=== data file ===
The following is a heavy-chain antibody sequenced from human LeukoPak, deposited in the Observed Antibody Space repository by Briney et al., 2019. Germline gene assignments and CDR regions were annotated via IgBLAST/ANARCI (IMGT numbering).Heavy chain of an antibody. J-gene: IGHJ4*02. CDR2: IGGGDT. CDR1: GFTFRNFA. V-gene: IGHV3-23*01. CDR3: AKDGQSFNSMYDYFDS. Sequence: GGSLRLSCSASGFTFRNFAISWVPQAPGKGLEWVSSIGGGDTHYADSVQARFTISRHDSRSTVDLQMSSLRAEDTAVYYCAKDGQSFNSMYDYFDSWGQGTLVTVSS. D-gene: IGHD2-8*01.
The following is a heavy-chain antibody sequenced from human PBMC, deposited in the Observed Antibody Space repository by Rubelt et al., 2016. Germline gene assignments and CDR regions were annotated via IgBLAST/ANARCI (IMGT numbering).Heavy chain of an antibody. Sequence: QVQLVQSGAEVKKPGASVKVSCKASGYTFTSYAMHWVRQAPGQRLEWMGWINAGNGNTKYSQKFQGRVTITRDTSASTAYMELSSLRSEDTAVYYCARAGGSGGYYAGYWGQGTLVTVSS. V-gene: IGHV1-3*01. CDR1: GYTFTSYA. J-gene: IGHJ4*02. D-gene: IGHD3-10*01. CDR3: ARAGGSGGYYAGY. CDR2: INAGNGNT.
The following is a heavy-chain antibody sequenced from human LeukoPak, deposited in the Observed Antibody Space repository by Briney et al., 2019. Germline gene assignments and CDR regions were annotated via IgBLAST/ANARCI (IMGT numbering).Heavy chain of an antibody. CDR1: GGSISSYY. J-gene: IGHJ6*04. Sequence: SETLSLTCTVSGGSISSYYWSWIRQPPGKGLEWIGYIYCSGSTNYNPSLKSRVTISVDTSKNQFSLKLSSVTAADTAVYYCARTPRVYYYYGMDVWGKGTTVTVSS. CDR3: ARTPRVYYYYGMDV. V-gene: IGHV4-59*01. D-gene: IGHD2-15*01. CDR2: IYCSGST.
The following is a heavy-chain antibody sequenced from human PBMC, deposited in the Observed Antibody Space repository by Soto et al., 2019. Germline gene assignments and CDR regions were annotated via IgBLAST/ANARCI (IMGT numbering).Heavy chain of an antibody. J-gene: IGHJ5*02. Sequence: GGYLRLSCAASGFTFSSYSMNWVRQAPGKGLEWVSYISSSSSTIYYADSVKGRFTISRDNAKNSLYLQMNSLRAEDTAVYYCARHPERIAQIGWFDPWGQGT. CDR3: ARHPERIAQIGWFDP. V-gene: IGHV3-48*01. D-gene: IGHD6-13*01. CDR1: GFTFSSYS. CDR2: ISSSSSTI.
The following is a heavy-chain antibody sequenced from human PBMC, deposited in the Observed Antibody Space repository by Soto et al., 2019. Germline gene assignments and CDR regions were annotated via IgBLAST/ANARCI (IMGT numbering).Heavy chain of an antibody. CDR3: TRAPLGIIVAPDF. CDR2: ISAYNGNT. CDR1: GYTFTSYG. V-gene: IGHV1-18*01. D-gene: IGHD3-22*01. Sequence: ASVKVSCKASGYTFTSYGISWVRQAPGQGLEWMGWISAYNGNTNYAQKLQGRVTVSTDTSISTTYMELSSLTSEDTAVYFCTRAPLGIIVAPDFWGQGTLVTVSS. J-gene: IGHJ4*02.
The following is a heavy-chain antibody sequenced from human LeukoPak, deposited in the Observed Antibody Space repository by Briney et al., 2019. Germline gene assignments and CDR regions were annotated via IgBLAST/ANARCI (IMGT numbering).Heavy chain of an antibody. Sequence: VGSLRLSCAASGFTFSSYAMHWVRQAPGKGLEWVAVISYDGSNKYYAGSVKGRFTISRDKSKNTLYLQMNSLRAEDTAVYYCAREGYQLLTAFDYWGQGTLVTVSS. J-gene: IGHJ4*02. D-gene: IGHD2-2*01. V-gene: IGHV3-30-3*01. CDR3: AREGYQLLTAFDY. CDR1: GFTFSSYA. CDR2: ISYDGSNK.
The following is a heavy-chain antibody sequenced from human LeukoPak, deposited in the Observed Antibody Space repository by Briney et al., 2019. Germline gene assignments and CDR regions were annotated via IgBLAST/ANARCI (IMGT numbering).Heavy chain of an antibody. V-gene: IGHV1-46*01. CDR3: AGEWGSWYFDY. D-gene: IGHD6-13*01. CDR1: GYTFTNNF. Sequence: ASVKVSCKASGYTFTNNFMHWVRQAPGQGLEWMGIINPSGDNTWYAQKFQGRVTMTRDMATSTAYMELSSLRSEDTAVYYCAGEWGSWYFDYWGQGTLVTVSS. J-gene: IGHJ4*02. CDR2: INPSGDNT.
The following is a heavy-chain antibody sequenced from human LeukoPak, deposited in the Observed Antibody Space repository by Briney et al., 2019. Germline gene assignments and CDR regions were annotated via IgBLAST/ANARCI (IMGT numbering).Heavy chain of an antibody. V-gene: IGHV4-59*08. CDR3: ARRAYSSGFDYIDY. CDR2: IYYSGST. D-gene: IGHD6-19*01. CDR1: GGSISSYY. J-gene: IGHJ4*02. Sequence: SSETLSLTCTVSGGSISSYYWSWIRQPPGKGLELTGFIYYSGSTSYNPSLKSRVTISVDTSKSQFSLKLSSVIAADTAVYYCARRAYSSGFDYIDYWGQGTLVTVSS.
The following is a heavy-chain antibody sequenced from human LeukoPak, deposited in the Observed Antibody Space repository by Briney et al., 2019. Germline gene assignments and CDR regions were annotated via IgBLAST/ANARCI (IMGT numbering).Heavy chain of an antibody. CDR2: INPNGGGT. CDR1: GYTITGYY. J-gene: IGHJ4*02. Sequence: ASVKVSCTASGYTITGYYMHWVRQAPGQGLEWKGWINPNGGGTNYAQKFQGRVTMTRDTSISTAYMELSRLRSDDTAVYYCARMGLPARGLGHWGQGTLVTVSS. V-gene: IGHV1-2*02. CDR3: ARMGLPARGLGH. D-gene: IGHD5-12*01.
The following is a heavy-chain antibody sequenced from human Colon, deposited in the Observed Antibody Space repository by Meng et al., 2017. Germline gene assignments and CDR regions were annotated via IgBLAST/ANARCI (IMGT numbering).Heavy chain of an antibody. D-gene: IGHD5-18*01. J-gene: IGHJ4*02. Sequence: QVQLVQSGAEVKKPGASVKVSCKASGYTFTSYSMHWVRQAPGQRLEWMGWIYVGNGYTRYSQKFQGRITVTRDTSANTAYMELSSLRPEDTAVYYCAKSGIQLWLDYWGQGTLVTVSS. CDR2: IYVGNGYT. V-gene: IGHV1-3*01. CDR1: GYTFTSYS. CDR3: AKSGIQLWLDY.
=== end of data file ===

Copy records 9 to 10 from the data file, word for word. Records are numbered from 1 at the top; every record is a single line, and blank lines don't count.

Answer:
The following is a heavy-chain antibody sequenced from human LeukoPak, deposited in the Observed Antibody Space repository by Briney et al., 2019. Germline gene assignments and CDR regions were annotated via IgBLAST/ANARCI (IMGT numbering).Heavy chain of an antibody. CDR2: INPNGGGT. CDR1: GYTITGYY. J-gene: IGHJ4*02. Sequence: ASVKVSCTASGYTITGYYMHWVRQAPGQGLEWKGWINPNGGGTNYAQKFQGRVTMTRDTSISTAYMELSRLRSDDTAVYYCARMGLPARGLGHWGQGTLVTVSS. V-gene: IGHV1-2*02. CDR3: ARMGLPARGLGH. D-gene: IGHD5-12*01.
The following is a heavy-chain antibody sequenced from human Colon, deposited in the Observed Antibody Space repository by Meng et al., 2017. Germline gene assignments and CDR regions were annotated via IgBLAST/ANARCI (IMGT numbering).Heavy chain of an antibody. D-gene: IGHD5-18*01. J-gene: IGHJ4*02. Sequence: QVQLVQSGAEVKKPGASVKVSCKASGYTFTSYSMHWVRQAPGQRLEWMGWIYVGNGYTRYSQKFQGRITVTRDTSANTAYMELSSLRPEDTAVYYCAKSGIQLWLDYWGQGTLVTVSS. CDR2: IYVGNGYT. V-gene: IGHV1-3*01. CDR1: GYTFTSYS. CDR3: AKSGIQLWLDY.